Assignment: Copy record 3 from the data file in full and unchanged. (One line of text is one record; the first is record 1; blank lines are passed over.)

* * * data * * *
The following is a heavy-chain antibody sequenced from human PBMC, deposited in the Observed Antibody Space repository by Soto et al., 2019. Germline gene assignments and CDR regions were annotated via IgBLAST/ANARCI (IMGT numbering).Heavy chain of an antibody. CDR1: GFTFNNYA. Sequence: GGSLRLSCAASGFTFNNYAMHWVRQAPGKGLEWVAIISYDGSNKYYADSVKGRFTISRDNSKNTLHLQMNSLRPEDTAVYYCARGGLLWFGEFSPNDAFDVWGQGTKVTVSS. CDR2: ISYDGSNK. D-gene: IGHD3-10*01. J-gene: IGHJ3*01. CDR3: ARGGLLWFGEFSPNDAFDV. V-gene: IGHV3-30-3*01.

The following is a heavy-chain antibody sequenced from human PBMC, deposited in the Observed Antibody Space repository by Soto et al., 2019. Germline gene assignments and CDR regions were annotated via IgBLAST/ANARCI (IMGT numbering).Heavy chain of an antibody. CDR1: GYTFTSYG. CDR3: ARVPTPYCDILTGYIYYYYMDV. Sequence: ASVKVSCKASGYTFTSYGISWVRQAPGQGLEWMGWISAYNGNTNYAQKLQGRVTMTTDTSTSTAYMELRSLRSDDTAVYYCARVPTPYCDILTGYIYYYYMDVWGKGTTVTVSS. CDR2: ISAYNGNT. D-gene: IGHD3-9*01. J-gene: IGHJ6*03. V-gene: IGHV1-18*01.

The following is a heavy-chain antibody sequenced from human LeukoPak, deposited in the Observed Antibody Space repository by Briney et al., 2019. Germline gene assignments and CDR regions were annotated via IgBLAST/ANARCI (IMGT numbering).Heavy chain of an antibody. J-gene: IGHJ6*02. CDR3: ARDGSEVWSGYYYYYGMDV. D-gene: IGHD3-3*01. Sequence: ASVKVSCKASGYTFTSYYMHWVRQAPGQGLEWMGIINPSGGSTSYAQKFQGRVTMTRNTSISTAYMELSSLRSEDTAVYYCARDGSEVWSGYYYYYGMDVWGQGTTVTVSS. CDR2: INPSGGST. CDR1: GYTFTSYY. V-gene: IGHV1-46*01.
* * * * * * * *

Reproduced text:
The following is a heavy-chain antibody sequenced from human LeukoPak, deposited in the Observed Antibody Space repository by Briney et al., 2019. Germline gene assignments and CDR regions were annotated via IgBLAST/ANARCI (IMGT numbering).Heavy chain of an antibody. J-gene: IGHJ6*02. CDR3: ARDGSEVWSGYYYYYGMDV. D-gene: IGHD3-3*01. Sequence: ASVKVSCKASGYTFTSYYMHWVRQAPGQGLEWMGIINPSGGSTSYAQKFQGRVTMTRNTSISTAYMELSSLRSEDTAVYYCARDGSEVWSGYYYYYGMDVWGQGTTVTVSS. CDR2: INPSGGST. CDR1: GYTFTSYY. V-gene: IGHV1-46*01.